Despite Flat Budgets, State Library Agencies Invest in Technology Services

March 18, 2010
 
 

FOR IMMEDIATE RELEASE

IMLS Press Contacts
202-653-4632
Jeannine Mjoseth, jmjoseth@imls.gov
Mamie Bittner, mbittner@imls.gov

Washington, DC—Despite the lack of real growth in their budgets in recent years, state library agencies are working strategically to assist library professionals and local libraries to meet patrons’ needs, according to State Library Agency Service Trends: 1999–2008, a new research brief by the Institute of Museum and Library Services (IMLS). Limited resources are being shifted as libraries services are being redefined. Over the past 10 years, for example, real dollar expenditures on statewide database licensing more than doubled, reaching a total of $65.8 million in 2008. These databases provide all library users access to a wide range of online resources, such as reference sources for homework, job search and training tools, and specialized magazines and newspapers. This finding indicates one way that state library agencies are making the most of limited resources.

Library services for hard-to-reach populations, such as services for people in nursing homes, individuals with physical or learning disabilities, assistive technologies and devices, and non-English speakers and migrant workers, declined from a high of $57 million in 2004 to $31.6 million in 2008, according to the study. While changing definitions and survey changes may have affected reporting in this area, this important finding may be a harbinger of difficult times ahead. An upcoming study, Opportunity for All: How the American Public Benefits from Internet Access at U.S. Libraries, demonstrates that vulnerable populations rely on libraries for Internet access. Among young adults (14-24 years of age) living in households below the federal poverty line, 61 percent used public library computers and Internet for educational purposes. Among seniors (65 and over) living in poverty, 54 percent used public library computers for health or wellness needs. The study, scheduled for release on March 25, was conducted by the University of Washington with support from IMLS and the Bill & Melinda Gates Foundation.

IMLS allocates federal funds to state library agencies using a population-based forumula. State library agencies develop plans for the delivery of library services in their states and provide leadership and library development. While there is tremendous variation among state library agencies, this research brief aggregates data in order to characterize trends in services supported by state library agencies. The study examines services such as basic literacy programs, library services for hard-to-reach populations, and state database licenses for public libraries, public school media centers, and library cooperatives.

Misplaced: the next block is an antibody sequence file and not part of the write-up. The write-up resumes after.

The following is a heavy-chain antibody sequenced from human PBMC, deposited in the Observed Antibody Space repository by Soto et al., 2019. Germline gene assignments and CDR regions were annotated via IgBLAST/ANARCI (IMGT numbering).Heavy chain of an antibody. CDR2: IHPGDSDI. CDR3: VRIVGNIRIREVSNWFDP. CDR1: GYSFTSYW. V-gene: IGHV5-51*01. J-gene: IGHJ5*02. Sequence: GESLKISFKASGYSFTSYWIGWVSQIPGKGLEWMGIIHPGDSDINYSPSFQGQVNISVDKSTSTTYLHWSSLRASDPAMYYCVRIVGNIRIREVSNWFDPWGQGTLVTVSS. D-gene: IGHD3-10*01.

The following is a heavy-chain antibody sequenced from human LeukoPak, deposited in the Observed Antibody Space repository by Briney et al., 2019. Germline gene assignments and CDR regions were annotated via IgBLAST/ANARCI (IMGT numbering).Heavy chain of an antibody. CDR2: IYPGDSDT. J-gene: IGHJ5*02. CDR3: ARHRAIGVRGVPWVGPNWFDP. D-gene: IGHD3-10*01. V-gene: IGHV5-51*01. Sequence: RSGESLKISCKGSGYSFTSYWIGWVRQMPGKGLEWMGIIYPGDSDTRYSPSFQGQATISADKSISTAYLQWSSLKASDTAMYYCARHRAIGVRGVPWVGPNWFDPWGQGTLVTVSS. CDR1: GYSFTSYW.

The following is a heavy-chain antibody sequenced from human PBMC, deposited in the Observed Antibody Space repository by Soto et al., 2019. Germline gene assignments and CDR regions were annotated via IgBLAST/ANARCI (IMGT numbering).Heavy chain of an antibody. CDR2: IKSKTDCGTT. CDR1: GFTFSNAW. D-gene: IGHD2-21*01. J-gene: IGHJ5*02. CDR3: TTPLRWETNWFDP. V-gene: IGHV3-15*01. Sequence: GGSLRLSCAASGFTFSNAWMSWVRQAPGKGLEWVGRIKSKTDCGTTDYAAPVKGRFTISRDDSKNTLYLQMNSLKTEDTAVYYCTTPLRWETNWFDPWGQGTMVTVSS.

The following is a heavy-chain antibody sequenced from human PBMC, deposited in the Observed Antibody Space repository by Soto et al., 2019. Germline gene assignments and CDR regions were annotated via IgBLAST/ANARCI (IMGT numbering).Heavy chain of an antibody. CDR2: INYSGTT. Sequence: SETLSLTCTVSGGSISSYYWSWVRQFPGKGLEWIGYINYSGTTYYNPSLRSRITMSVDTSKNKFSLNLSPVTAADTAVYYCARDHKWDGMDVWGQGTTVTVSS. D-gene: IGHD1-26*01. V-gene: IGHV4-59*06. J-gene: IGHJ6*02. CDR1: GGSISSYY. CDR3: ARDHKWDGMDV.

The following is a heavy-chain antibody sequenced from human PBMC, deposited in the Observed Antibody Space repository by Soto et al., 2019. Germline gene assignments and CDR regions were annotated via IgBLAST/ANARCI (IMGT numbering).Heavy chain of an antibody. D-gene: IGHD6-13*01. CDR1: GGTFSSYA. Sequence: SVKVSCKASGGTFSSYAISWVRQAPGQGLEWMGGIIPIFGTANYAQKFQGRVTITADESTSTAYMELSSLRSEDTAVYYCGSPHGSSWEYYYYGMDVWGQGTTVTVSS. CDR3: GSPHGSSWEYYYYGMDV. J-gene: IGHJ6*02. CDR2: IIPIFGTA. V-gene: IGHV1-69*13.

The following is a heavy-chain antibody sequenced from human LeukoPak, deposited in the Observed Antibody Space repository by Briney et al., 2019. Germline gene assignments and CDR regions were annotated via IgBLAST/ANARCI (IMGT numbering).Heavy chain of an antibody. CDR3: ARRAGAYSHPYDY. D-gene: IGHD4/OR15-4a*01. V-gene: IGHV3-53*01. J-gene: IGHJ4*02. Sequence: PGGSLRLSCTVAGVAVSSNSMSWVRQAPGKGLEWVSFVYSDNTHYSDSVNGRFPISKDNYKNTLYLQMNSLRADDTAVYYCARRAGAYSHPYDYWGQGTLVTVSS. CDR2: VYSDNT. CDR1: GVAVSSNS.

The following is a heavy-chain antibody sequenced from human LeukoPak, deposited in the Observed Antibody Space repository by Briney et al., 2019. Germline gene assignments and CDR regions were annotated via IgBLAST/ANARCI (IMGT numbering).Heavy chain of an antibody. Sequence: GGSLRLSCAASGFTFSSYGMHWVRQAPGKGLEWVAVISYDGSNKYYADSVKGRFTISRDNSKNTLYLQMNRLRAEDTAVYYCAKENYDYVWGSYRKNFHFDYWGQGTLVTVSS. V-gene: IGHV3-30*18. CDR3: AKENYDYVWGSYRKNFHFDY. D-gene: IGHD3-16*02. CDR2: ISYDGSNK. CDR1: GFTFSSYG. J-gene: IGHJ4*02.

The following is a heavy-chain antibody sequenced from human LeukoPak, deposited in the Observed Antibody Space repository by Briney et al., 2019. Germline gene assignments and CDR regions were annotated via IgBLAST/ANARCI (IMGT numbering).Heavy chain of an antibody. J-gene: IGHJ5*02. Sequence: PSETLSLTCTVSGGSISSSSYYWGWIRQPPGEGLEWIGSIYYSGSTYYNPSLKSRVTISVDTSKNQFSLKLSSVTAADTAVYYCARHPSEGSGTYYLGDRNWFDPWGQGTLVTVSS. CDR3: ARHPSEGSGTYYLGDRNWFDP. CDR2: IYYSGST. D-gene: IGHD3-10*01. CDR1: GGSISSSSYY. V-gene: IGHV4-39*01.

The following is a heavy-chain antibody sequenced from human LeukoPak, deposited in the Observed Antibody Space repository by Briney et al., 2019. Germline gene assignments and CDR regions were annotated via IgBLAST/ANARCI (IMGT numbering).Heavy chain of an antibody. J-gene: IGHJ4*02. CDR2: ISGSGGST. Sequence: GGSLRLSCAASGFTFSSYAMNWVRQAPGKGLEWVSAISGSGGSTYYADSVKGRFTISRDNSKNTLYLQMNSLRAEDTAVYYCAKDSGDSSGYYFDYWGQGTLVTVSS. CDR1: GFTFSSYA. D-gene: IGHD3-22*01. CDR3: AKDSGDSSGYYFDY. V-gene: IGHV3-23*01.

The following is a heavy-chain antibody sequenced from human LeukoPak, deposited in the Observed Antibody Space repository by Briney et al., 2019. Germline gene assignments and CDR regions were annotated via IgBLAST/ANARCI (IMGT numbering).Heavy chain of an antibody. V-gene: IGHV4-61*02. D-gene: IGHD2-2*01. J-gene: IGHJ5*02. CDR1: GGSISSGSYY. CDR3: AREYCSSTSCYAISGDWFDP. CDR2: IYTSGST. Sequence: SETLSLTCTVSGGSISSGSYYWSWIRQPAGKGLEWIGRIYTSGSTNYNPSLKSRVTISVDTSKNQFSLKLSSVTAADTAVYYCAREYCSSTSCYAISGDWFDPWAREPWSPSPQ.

Funding for state library agencies, which includes a mix of federal, state, and other sources, remained flat from fiscal year (FY) 2004 to FY 2008. The current economic downturn will likely decrease agency budgets and could affect the quality and quantity of state library agency services in the future, according to the brief.

Twenty-first century patrons expect more technology resources in schools, public libraries, colleges, and universities. While current and future information technologies provide exciting new opportunities to extend library services to patrons across the U.S., they require significant investment and coordination, the study found.

IMLS will continue to document the trends highlighted in this report to better understand how changes at the state level affect the quality of library services to the public.

About the Institute of Museum and Library Services
The Institute of Museum and Library Services is the primary source of federal support for the nation's 123,000 libraries and 17,500 museums. The Institute's mission is to create strong libraries and museums that connect people to information and ideas. The Institute works at the national level and in coordination with state and local organizations to sustain heritage, culture, and knowledge; enhance learning and innovation; and support professional development. To learn more about the Institute, please visit www.imls.gov.